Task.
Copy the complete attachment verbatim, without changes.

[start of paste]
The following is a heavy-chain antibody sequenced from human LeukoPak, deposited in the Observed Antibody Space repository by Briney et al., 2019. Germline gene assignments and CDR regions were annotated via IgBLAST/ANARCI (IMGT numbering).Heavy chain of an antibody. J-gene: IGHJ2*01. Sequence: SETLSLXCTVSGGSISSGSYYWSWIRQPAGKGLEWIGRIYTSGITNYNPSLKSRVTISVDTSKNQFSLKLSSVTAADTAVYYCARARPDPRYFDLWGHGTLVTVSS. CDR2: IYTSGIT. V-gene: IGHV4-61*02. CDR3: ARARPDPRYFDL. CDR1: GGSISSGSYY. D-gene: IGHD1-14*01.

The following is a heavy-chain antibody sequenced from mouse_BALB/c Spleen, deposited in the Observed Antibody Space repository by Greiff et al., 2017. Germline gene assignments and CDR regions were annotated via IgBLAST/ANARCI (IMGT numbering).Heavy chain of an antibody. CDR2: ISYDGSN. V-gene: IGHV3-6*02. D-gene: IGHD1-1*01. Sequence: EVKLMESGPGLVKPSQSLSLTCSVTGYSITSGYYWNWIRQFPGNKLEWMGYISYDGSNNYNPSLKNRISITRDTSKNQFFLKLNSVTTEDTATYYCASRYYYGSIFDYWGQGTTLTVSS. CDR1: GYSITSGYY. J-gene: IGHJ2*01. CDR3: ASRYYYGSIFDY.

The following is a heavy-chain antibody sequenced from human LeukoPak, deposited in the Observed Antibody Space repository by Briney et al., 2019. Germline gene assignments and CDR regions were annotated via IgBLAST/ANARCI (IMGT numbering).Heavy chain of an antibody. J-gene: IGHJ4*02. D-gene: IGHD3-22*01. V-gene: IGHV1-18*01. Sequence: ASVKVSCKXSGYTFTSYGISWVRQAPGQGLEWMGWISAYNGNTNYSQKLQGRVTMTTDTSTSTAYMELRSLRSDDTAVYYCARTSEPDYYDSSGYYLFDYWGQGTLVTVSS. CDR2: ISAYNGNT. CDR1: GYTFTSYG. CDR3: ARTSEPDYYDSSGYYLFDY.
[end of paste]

The following is a heavy-chain antibody sequenced from human LeukoPak, deposited in the Observed Antibody Space repository by Briney et al., 2019. Germline gene assignments and CDR regions were annotated via IgBLAST/ANARCI (IMGT numbering).Heavy chain of an antibody. J-gene: IGHJ2*01. Sequence: SETLSLXCTVSGGSISSGSYYWSWIRQPAGKGLEWIGRIYTSGITNYNPSLKSRVTISVDTSKNQFSLKLSSVTAADTAVYYCARARPDPRYFDLWGHGTLVTVSS. CDR2: IYTSGIT. V-gene: IGHV4-61*02. CDR3: ARARPDPRYFDL. CDR1: GGSISSGSYY. D-gene: IGHD1-14*01.

The following is a heavy-chain antibody sequenced from mouse_BALB/c Spleen, deposited in the Observed Antibody Space repository by Greiff et al., 2017. Germline gene assignments and CDR regions were annotated via IgBLAST/ANARCI (IMGT numbering).Heavy chain of an antibody. CDR2: ISYDGSN. V-gene: IGHV3-6*02. D-gene: IGHD1-1*01. Sequence: EVKLMESGPGLVKPSQSLSLTCSVTGYSITSGYYWNWIRQFPGNKLEWMGYISYDGSNNYNPSLKNRISITRDTSKNQFFLKLNSVTTEDTATYYCASRYYYGSIFDYWGQGTTLTVSS. CDR1: GYSITSGYY. J-gene: IGHJ2*01. CDR3: ASRYYYGSIFDY.

The following is a heavy-chain antibody sequenced from human LeukoPak, deposited in the Observed Antibody Space repository by Briney et al., 2019. Germline gene assignments and CDR regions were annotated via IgBLAST/ANARCI (IMGT numbering).Heavy chain of an antibody. J-gene: IGHJ4*02. D-gene: IGHD3-22*01. V-gene: IGHV1-18*01. Sequence: ASVKVSCKXSGYTFTSYGISWVRQAPGQGLEWMGWISAYNGNTNYSQKLQGRVTMTTDTSTSTAYMELRSLRSDDTAVYYCARTSEPDYYDSSGYYLFDYWGQGTLVTVSS. CDR2: ISAYNGNT. CDR1: GYTFTSYG. CDR3: ARTSEPDYYDSSGYYLFDY.